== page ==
Much of what makes brutalist architecture so polarising is that it is so uncompromising - its brooding physicality is almost the antithesis of the pure superficiality of the digital simulacra . Brutalist buildings don't ask to be liked, and as Amanda Baillieu says in her BD editorial, the Robin Hood Gardens estate "is not an esay place to love". Much of their appeal (or 'monstrosity') comes from the raw qualities of concrete, what Le Corbusier called the béton brut, with the patina given by years of staining, weathering and abuse. Can this uncompromising materiality ever be represented in cyberspace?

As can be seen from many recent computer games, virtual environments are getting better at representing the dirt in the cracks of the real world, creating imperfect alternate futures. There's no reason why digital architectural models cannot move beyond the shiny plasticity of most of todays walk-throughs and fly-bys to show something more visceral and down at heel, representing the ravages of time, weathering and unsocial behaviour.

In some ways, a digital simulation of a project may be a more accurate representation of it's original aims. Robin Hood Gardens was never used or inhabited the way that the Smithsons intended. Inevitably it became filled with low-income families, as previously mentioned about Park Hill: "sink social housing for the dispossessed, the rootless and the shiftless".

Simon Smithson, the son of architects Alison and Peter Smithson, recalls the early days of Robin Hood Gardens in an interview at BD online:

I think it became obvious soon after the families moved in, and we went to see it. They moved in problem families from the outset, and when we talked to the warden and he showed us that the old peoples' centre that had been smashed up and had to be locked, it shook my father to the core.

But what I remember as a child is how modern the flats were. They were big, light and had central heating, which we didn't have at home. The flats were well built and the detailing was of a quality you simply don't see today. The way the acoustic problems were dealt with was a tour de force.

Given that RHG, if saved from demolition, will never to be restored to it's pristine original state, and will need to be remodelled and adapted to new uses, there is a strong case that a digital archive may be a more accurate preservation of the original building. Imagine a comprehensive digital archive of Robin Hood Gardens, available online with access for all, with drawings and documentation, photographs of the building tracing it's troubled history. Combine this with a collection of state-of-the-art 3D models, available for download under a Creative Commons licence, and including models capable of being experienced, navigated and inhabited with the latest immersive technologies, would be a fine legacy for the Smithson's endeavour.

Inevitably, the more people learn about Robin Hood Gardens the more keen they will be to visit it, to experience it in real life, which is why I support the listing and revitalisation of RHG. But it cannot be preserved as a monument, a shrine to Brutalism - it must be made to work as a building, a place.

Margaret Hodge has backed herself into a corner with her comments. She cannot now do nothing. She must either agree to list Robin Hood Gardens, or commit to a National Digital Architecture Archive. It is my passionate hope that she does both.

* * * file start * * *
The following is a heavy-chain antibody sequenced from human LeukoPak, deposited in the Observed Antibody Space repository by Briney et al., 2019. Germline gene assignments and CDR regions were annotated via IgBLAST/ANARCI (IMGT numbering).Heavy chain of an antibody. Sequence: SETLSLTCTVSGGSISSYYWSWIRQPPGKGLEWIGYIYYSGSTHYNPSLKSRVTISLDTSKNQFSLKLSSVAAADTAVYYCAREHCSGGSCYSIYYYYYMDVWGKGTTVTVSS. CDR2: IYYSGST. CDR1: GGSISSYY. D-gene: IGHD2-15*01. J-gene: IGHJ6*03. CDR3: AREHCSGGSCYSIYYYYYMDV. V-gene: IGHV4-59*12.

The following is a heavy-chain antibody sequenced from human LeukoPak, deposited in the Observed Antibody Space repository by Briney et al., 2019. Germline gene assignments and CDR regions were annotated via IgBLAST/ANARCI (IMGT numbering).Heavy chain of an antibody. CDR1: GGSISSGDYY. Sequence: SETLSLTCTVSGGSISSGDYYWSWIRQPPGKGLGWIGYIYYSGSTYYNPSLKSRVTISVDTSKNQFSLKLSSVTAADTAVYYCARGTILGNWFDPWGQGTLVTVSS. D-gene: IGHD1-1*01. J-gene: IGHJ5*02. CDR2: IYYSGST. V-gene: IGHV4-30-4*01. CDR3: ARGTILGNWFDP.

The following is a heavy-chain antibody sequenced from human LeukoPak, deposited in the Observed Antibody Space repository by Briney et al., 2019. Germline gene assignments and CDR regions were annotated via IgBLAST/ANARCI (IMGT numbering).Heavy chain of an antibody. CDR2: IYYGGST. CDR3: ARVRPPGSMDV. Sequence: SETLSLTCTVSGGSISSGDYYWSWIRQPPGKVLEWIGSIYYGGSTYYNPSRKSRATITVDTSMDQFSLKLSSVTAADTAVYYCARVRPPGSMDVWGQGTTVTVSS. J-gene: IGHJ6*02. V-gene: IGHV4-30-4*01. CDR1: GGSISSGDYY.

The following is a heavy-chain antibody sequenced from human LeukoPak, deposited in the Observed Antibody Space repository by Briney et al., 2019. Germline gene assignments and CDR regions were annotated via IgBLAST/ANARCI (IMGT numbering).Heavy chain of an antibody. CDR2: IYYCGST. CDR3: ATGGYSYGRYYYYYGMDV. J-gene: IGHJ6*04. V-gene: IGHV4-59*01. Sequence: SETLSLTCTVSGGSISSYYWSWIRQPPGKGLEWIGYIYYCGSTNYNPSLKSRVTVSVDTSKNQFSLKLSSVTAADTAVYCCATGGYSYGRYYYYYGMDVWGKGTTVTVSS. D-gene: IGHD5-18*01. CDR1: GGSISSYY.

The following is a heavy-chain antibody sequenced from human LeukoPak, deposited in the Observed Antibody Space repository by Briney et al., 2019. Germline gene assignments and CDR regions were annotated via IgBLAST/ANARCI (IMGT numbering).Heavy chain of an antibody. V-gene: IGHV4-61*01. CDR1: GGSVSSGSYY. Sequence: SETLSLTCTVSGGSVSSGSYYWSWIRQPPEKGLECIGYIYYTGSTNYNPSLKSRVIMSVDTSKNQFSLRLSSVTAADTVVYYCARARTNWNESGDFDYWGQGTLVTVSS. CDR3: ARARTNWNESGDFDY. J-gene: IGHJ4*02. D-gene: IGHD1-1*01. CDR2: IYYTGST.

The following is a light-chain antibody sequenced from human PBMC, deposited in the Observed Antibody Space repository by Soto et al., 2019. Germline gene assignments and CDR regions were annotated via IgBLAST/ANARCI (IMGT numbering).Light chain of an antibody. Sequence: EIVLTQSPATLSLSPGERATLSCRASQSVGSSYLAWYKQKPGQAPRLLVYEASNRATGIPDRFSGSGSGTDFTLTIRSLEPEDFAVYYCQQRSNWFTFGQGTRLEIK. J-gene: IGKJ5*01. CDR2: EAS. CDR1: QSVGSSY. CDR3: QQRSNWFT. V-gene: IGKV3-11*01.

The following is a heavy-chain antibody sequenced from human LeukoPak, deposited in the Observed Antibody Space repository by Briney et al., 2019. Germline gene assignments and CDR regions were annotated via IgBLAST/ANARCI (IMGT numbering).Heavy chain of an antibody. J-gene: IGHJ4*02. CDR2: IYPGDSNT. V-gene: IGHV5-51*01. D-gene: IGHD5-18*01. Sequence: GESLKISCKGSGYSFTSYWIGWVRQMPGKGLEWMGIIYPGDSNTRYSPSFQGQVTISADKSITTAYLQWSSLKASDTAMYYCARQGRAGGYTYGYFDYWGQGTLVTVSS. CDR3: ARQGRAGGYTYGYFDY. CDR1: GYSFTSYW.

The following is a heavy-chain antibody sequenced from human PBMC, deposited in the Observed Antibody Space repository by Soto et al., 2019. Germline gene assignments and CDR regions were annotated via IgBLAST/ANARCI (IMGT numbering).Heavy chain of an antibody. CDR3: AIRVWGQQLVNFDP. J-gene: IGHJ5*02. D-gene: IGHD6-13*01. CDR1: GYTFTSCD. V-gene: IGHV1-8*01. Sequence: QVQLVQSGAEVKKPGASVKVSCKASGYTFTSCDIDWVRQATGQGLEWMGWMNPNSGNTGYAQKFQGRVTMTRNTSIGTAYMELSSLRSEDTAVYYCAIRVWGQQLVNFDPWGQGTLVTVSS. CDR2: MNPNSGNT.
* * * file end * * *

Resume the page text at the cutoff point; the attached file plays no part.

Previously:

The Island: London Series

Stephen Walter

Stephen Walter

Stephen Walter

Stephen Walter

On show in the atmospheric Crypt of St. Pancras church at the moment (until 2nd March) is an exhibition of the remarkable drawings of Stephen Walter. Called The Island: London Series, it presents a dense layered symbolic map of London, represented as an island.

While geographically accurate, it replaces the austere, regimented symbolism of an Ordnance Survey map with a rich semiotic cartography, tracing Walter's personal pre-occupations as well as historical references, landmarks, and scattered throughout with the symbols and logos that infest the urban landscape.

It's a kind of proto Google Maps, rendered in crude pencil rather than crisp pixels. But it's a heroic attempt at a individual reading of the city, overlaying much more than the simple geography of roads and buildings. It's an exploration that has obvious touchpoints with the writings of Iain Sinclair, and also Phyllis Pearsall's A-Z of London.

You can see all of The Island here.

Introducing Superspatial

Zaha Hadid parametric urbanism

Just a quick note to mention the launch of a new collaborative weblog, called Superspatial, that I am involved in.

Superspatial will focus on architecture, urbanism and architectural speculation, while Kosmograd will hopefully become more refined in tackling issues of disurbanism, urban representation and virtual space.

Currently the only other author on Superspatial is Lewis Martin, from the excellent Helsinki-focussed archi-blog lewism. If you are interested in joining in, get in touch.

Some recent posts on Superspatial:

004. The urban futures of rising tides

003. A bridge too far?

002. Parametric Urbanism on the Thames Estuary

001. Seattle Art Museum Sculpture Park

Wireframe London

Wireframe London

Wireframe London

Wireframe London

I picked up a CD at Tate Modern recently, featuring a wireframe representation of central London, animated by Cian Plumbe, with various landmarks highlighted, the river the only solid. By rendering the wireframe lines as 3-dimensional tubes, it turns the crude wireframe into a stylised graphic representation, whilst still symbolising something nascent, not yet fully formed.

These kind of wireframe animations offer a powerful antidote to the bland, polished photo-realistic computer graphics that abound in most architectural representation, caught in a fallacious trap of trying to mimic reality. A wireframe makes no such claims, and as such, allows us to project our own realities onto it.

Wireframe London

Wireframe London

Wireframe London

Flood London

Flood London

Flood London

Flood London

A new film, The Flood, offers an apocalyptic vision of Britain's capital city under a huge surge of water coming along the Thames.

In what appears, from the trailer, to be a fairly typical example of the British disaster movie genre, the surge overwhelms the Thames Barrier, and causes mass flooding to central London. Westminister is turned into a huge lake, the Millennium Eye becomes a giant water wheel.

All good hokum, of course, and according to this BBC article, with little truth to it. A storm surge, tsunami or tidal wave big enough to overtop the Thames Barrier, as the film sugggests, would also be enough to flood large parts of Kent and Essex, and go around the barrier.

Indeed, it is the Thames Estuary, further downstream from the Thames Barrier (at Woolwich Reach), to the east of Central London, that would be the most likely victim of any rising water levels or flood events. The real devastation would not be around the City of London, but the towns of Gillingham and Chatham, Dartford, Gravesend, Canvey Island, Southend, the Isle of Sheppey, and the proposed Thames Gateway development.

It was the floods of 1953, which cost the lives of 300 people, with extensive flooding to the east of London, such as Canvey Island, that was the impetus for building of the Thames Barrier, though ironically the Thames Barrier is only designed to save central London. Now, plans are being made to construct a flood defence mechanism that might serve the whole of the Thames Estuary.

More, inevitably, to follow.